Honeywell’s Ron Harry (Manager, Electronic Data Discovery) shows a model where Honeywell divides into three tiers — small, medium and large matters. Then they split that into Identification, collection, pre-process, pre-review, processing and production. There are in-house, out-sourced and hybrid models for each cell that this matrix produces, and Honeywell aims to save as much money as possible by slotting the right model into that cell.
Gartner has a slightly broader model, where we set a certain threshold for matters/year and then advise inhouse/out-source (for the left side of the EDRM) depending on which side of the threshold that company falls on.
Harry mentions that they’re looking at the EDRM, and asking what the company needs to accomplish in each cell, and then asking what level of sophistication they need. An interesting point from Christina Ayiotis, Group Counsel (E-Discovery and Data Privacy) at Computer Sciences Corporation — how to work out existing software and service assets’ impact on e-discovery, and what purchases (she mentioned enterprise search, and I didn’t even give her any baked goods) can be used across in multiple places.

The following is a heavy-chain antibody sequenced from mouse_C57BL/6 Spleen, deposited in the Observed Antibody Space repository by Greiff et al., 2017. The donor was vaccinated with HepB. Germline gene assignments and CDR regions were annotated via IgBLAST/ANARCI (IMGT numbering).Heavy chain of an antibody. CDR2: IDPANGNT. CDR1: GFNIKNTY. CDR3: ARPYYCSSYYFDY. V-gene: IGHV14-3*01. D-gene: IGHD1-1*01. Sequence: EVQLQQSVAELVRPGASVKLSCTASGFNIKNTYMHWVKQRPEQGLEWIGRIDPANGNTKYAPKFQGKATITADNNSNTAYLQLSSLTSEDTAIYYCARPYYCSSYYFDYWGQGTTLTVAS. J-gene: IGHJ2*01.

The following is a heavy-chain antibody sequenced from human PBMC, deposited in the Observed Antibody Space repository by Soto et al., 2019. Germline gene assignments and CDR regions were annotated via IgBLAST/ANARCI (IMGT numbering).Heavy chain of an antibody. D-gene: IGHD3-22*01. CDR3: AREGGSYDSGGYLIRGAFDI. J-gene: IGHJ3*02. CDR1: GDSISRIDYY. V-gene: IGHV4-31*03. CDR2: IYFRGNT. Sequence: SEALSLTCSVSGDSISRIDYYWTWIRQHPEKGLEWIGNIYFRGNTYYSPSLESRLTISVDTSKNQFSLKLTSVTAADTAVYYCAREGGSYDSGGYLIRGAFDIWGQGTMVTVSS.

Harry says that Honeywell is also seeking to decommision enterprise information systems that are simply too old to trust. That could mean eliminating the systems or migrating the data elsewhere. What he says they are trying to do at Honeywell is involve his group in the actuall process of equipment collection and requisitioning, which is intriguing — in other words, trying to get a DNR tattoo on servers that need it.
Harry said he attended a a meeting at Honeywell where an administrator gave a speech on protecting the company from Web 2.0 techs by barring it. “I just sat in my chair and I was going insane inside my head…you have to work with the technology as it comes along.” Much of his work has been on mitigating the concomitant risks.
KPMG’s Keith Andrzejewski (Principal) now discussing models for working with information BEFORE e-discovery enters litigation phase. Discussing what we think of as Data Loss Prevention.
Andrzejewski said enterprise search is a huge boon in identifying properly valuable information, but at the same time creates explosive perspectives that aren’t sufficiently narrowed. “The challenge has been I couldn’t find anything…now, I find everything. Now we get an automated, overwhelming response.”
Jim Lynch (partner, Latham & Watkins): “You’re saying garbage in, garbage out. The best ones preserve chain of custody, and that’s a critical issue. If the data collection is not done properly, then you can have a real problem from a spoliation perspective. The best enterprise search tools eliminate that risk by capturing it in a way that is documented and defensible.” (not sure that he said “defensible”)
Ayiotis mentions that one of the problems is things like public Internet sites and private Intranet sites, because they’re hard or nearly impossible to manage. (Something that came up in the discussion with Autonomy this morning apropos of the potential synergies between itself and Interwoven.)
Good job by Lynch, moderator, in guiding discussion.
Glad I went to this panel. Everything a pleasure.